Duck Creek Technologies- NASDAQ: DCT – (2%)
Duck Creek is a US-based vertical software provider similar to Constellation and Enghouse; however, unlike those companies, Duck Creek only operates in one vertical—property & casualty insurance.
Byrne Hobart, who publishes a paid newsletter that I subscribe to, wrote a great feature on Duck Creek in August.
The company is in the middle of a transition to SaaS. Looking at the financials alone, Duck Creek’s 70%+ SaaS annual recurring revenue growth is obscured by its legacy business.
On the SaaS front, returning customers spent $1.13 for every dollar that customers spent last year – and this includes the negative impact of customers who left.
And according to management, Duck Creek wins 2/3 of all potential new business opportunities (including ones they are not asked to bid on).
Insurance isn’t going away, but you are exposed to one industry.
You are paying $7 today for $1 of gross profit 3 years from now. (I assumed 20% annual growth)
(No deck – but here is the Duck Creek IPO prospectus)
Bill.com- NYSE: BILL – (2%)
Bill.com is a SaaS platform that helps small-to-midsize businesses (SMBs) collect and pay their bills.
As a leader at a small company, I’ve personally used this product and am familiar with the value that it provides. Collecting and paying bills can be a pain in the butt
Interestingly, I see parallels between this product and Zoom 2-3 years ago—the same people who were early adopters of Zoom’s video conferencing software are the same people I see first to use Bill.com.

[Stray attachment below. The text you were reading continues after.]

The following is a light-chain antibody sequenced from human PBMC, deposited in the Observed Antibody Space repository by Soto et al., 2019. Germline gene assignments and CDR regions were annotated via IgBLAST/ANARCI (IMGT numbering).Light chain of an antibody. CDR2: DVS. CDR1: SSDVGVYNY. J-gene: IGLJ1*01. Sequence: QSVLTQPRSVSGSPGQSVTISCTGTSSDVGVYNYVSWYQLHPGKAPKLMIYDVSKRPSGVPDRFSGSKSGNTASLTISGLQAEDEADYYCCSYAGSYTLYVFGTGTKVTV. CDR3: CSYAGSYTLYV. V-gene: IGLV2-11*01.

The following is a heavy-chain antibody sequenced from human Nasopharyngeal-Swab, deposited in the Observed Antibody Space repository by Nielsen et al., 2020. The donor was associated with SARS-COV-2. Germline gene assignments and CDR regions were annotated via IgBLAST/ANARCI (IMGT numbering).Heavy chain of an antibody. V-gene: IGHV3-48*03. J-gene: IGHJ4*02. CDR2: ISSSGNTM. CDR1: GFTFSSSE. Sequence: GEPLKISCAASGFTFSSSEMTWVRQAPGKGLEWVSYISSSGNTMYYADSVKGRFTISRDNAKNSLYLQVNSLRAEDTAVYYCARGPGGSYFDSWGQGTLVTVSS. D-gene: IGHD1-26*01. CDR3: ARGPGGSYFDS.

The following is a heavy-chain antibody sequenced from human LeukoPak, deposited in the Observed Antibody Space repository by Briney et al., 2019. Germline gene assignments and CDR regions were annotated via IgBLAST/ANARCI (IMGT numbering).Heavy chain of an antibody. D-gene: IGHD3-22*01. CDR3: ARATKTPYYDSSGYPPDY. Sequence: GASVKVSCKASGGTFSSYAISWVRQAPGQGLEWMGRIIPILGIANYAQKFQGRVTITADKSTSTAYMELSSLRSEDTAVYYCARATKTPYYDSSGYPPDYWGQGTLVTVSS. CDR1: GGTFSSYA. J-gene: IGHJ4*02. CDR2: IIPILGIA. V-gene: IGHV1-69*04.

Returning Bill.com customers spent $1.21 for every dollar that customers spent last year – and this includes the negative impact of customers who left.
Bill.com’s opportunity extends beyond SMBs. The most agile, and ultimately successful, large enterprises will empower their smaller team to choose their own tools. The Bill.com’s of the world will penetrate large enterprises at the grass roots level and expand upward.
Valuation is very high.
You are paying $27 today for $1 of gross profit 3 years from now. (I assumed 40% annual growth)
(Most recent Bill.com investor deck)
Adyen – Euronext: ADYEN – (2%)
Adyen is a Netherlands-headquartered payments platform.
They enable “unified commerce”. In other words, they make it easy for their customers to accept payments in different countries in different formats.
Behind the scenes, the world of payments is incredibly complex and constantly evolving. And that is great for this company. When complex systems change so quickly, customers need tools like Adyen to adapt.
Because Adyen owns the merchant relationship, it doesn’t matter whether Visa, Mastercard, Unionpay, Apple Pay, Google Pay, Wechatpay, Alipay, Grabpay, or anyone else will prevail on the consumer side–ultimately, Ayden wins.
Valuation is very high.
Adyen competes with Square, which is US focused, and to a lesser-extent – Stripe, which is focused on digital businesses.
Adyen’s forte is multi-channel payments, and its core market is retailers with a physical presence.
Right now, there appears to be enough room for all these players to coexist
You are paying $48 today for $1 of gross profit 3 years from now. (I assumed 25% annual growth)
(Most recent Adyen investor day presentation)
Why I write about my portfolio
I want you to challenge my beliefs. I’d love for you to tell me what I’m missing. I want you to tell me about public companies that I may not know about. And I’d love for you to teach me more about the companies that I already know.
Drop me a line if you have any questions / comments or just want to get in touch! firstname.lastname@example.org
Disclaimer: I am not a registered investment advisor. Nothing I write should be construed as investment advice or the solicitation of investment.